That means that they would gladly charge me over twenty times the minimum price of a click if I'm willing to pay it. That's the biggest reason I won't strongly recommend them, because you have to pay more attention than most other places.

That being said, they can still get you a flood of fairly cheap clicks if you use them correctly, and sometimes they can translate through to decently valuable traffic.

StumbleUpon Ads (On the Fence/Expensive/Easy)

Very easy to use beginner platform, but it doesn't register pageviews quite how I would like. The problem is, they use embedded forms to bring a webpage INTO their webpage, so you stay on stumbleupon but you are fed content from outside.

To be honest, it is a little too clever for its own good, because the source website isn't tracking credit quite how it should, and a LOT of websites (Amazon, for example) add code that stops this sort of embedding from happening. It's a tool used by a lot of hackers and bad actors to steal data or passwords, so that sort of limits the functionality of this website. Still, it is nifty and you can get fairly cheap clicks (plus, they 'reward' you for running ads) so it isn't too bad. Also, the fact that it is clean and easy to use is a huge benefit for beginners.

So, if you are new to social media ads, this might be a decent place to start out just to get your feet wet, but you'll pretty quickly advance beyond what they are capable of offering.

Pinterest Ads (On the Fence/Expensive/Slow)

You have to be careful and make sure to bid low here, which also means results will come slowly. It isn't a bad place to play around with some money and has a pretty huge audience, you just can't use it as a staple platform.

The benefit of this one, like instagram, is that it is a strongly visual advertising website, so if you have a good book cover you want to showcase then this can help you drive traffic using it.

I can't recommend it, though, because it is too easy to waste a lot of money very quickly.

Reddit Ads (On the Fence/Expensive/Overpay)

As mentioned above, you pay by impression and can get quite a few fairly cheap. Then, it just comes down to luck of the draw. The problem is, even though you get impressions cheaply you have to pay a fair amount daily as a requirement, and when you say "spend $5 dollars" they often spend $6 or $7.

Not a terrible place for clicks, but be careful. Also, another thing to note: reddit has some pretty ugly corners to it, and you might need to be careful about limiting certain subreddits so that they don't get your ad.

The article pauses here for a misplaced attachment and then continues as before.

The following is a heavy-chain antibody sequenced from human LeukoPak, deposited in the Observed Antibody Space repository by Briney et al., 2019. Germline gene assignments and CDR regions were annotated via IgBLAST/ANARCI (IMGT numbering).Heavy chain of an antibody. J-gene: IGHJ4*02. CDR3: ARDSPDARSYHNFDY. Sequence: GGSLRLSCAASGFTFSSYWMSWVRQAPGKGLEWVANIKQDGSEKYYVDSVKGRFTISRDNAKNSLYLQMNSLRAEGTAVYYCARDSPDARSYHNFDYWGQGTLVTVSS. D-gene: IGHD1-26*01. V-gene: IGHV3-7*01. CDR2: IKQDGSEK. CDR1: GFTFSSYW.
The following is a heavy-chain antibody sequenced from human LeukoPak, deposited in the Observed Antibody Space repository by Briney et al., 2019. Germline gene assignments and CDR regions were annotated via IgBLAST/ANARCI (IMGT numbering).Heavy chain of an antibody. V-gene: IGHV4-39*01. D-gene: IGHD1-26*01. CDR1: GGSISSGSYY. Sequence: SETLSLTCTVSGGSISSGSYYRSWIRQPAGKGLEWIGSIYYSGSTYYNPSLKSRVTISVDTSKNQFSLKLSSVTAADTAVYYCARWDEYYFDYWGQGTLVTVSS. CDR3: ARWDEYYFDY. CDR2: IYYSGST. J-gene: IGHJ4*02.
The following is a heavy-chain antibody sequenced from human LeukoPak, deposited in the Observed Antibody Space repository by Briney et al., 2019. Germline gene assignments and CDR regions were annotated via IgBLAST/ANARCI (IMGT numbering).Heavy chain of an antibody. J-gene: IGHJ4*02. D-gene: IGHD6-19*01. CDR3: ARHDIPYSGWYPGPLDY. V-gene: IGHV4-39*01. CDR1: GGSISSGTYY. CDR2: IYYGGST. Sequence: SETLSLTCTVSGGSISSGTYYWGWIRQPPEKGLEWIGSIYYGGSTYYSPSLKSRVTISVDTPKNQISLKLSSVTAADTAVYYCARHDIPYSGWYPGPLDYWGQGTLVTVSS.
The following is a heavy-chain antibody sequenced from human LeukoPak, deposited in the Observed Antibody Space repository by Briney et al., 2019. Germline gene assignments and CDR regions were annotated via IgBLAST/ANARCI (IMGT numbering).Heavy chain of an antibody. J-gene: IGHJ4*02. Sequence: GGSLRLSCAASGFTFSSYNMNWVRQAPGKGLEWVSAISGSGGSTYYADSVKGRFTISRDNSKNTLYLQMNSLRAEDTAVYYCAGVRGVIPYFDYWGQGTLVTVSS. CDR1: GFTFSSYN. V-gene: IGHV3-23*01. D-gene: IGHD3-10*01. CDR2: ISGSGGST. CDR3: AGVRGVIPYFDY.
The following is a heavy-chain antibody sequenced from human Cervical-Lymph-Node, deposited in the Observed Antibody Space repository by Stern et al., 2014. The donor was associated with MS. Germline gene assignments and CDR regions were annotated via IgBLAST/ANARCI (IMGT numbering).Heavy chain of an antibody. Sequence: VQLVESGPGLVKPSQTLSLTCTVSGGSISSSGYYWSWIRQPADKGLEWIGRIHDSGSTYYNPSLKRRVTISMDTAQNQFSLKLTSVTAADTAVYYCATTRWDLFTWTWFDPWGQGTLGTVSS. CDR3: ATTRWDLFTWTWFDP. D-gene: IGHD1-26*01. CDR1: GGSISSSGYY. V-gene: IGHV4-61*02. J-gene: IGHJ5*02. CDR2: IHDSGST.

I would recommend if they didn't force you to overpay on a daily basis and you could trickle clicks a little easier.

Gleam Giveaway (On the Fence/Time Consuming)

This can get expensive, but it has powerful clickthrough if you make your campaign visit a required action. Giving away bigger prizes draws way more people, and you can customize to also get shares of the giveaway, following on social media, or visiting other places on your website for additional entries. Gleam is fun to play around with, people love winning stuff, so it is a win-win. That being said, this can quickly become a very expensive option.

I've had some amazing luck using gleam for some pretty big giveaways and they can really help build an audience. Might be worth checking out if you're interested in doing a lot of social media promotions all at once, and since you can run it during the entire 30 day campaign it can really help trickle in votes.

I would recommend this one strongly if it wasn't so time consuming to set up, operate, and then expensive when rewarding prizes.

Bing Ads (On the Fence/Expensive)

Just like google with a much smaller audience and payment required up front. Also, clicks are going to default to more expensive, which is a negative. Still, it isn't terrible and if you like google this is very similar.

I would honestly say, just use google. If you are a google master, then this one might be worth supplementing your other efforts, but all in all it just isn't really worth it.

Book Trailer (On the Fence/Fun/Expensive)

This can be a lot of fun (and I talk a lot about this option here) but it doesn't directly get your clicks. Sure, there are some cool parts attached to it, but all in all I would say there are better places to spend your money. However, if you don't make it Kindle Scout campaign centric, then you can always re-use it for promotions months and years down the line. In the mentioned post you can find some information about how I made my trailer.

I enjoyed making the trailer and seeing it in action, it just isn't really driving a lot of traffic the way some other efforts are, and since making a good one can get fairly expensive it was more for me than for the campaign.